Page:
Want to learn more? Sign up for our monthly newsletter where we explore this topic in more detail. Read the book Rethinking Your Work and learn how to create spirit at work. Chapter two delves into the dimensions of spirit at work - a sense of community is one.

Val Kinjerski, PhD, is a leading authority in the field of employee engagement and on the topic of “spirit at work.” A consultant, agent of change and professional speaker, she helps companies and organizations increase employee retention and boost productivity by reigniting employees’ love for their work. Check out her Spirit at Work Program and Inspired Leadership training at www.kaizensolutions.org. Val is the author of Rethinking Your Work and Rethinking Your Work Guidebook. Available now at www.rethinkingyourwork.com.

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Communicating with Employees Helps Boost Engagement during Difficult Times

March 11th, 2010

With employee engagement continuing to take a dip, employers are grasping at ways to turn it around. A recent study by Towers Watson – Capitalizing on Effective Communication: How Courage, Innovation and Discipline Drive Business Results in Challenging Times – points to communication as a key driver of engagement. Especially in difficult times.

Communication arises as a concern in almost every consulting project I am involved in. Employees simply not being informed. Not understanding how their work fits in with the big picture. The lack of communication clearly contributes to employee disengagement. Yet it is often overlooked as a contributor to employee engagement.

Employers that keep the lines of communication open are in the best position to keep employees engaged, retain key talent, provide consistent value to customers and deliver superior financial performance. In fact, companies with the most highly effective communicators had 47 percent higher total returns to shareholders over the last five years compared with firms that had the least effective communicators. Now that is worth taking note of.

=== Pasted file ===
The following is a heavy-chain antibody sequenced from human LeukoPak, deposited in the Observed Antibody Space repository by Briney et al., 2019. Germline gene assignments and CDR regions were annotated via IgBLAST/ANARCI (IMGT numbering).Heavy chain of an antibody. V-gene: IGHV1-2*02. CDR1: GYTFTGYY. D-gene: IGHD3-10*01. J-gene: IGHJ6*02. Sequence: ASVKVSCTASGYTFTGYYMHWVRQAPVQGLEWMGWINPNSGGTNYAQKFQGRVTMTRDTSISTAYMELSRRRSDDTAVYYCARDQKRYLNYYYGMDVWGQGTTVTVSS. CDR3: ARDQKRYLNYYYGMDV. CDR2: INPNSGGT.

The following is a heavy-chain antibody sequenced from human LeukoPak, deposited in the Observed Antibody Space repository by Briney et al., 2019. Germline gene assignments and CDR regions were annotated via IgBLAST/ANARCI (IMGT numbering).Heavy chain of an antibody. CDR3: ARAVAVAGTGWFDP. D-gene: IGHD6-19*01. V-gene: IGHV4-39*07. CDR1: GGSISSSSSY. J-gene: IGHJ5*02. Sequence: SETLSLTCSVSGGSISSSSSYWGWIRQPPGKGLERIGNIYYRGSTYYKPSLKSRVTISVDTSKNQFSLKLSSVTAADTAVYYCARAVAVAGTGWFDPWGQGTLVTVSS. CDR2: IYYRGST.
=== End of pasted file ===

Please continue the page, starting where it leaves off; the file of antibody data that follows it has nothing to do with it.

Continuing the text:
To best position themselves to succeed in an uncertain future, Towers Watson conclude that employers need internal communication programs that are courageous, innovative and disciplined.

Successful organizations have the courage to talk about what employees want to hear. They explain the rationale behind difficult decisions, provide leadership training and actively address the impact on employees.

High-performing companies are innovative. By delivering messages on customer feedback and increasing productivity, they make sure employees see how they affect the business.  

They make greater use of social media to reach a diverse workforce in real time than do other organizations. They understand that failing to focus on these objectives now will compromise their ability to move ahead quickly when the business environment improves. 

High-performing organizations are disciplined. They take the time to document their communication plans and develop metrics to assess their success and identify areas for improvement. The best tie their measures to the organization’s strategic business goals and have a communication advisory group.

How is the communication in your organization? Is everyone clear about the direction your organization is going? The changes that are taking place?  The impact that will have on the employees and the people you are serving? How long has it been since employees were told that they were appreciated for their contribution?

 Want to learn more? Sign up for our monthly newsletter where we will explore this topic in more detail. Read the book Rethinking Your Work and learn how to create spirit at work.

Val Kinjerski, PhD, is a leading authority in the field of employee engagement and on the topic of “spirit at work.” A consultant, agent of change and professional speaker, she helps companies and organizations increase employee retention and boost productivity by reigniting employees’ love for their work. Check out her Spirit at Work Program and Inspired Leadership training at www.kaizensolutions.org. Val is the author of Rethinking Your Work and Rethinking Your Work Guidebook. Available now at www.rethinkingyourwork.com.

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Presenteeism at Work: The Hidden Costs

February 12th, 2010

We all know about the impact of absenteeism on the workplace and productivity. But have you heard about “presenteeism”? Presenteeism is a term used to describe people who show up to work, but do not perform to their capacity.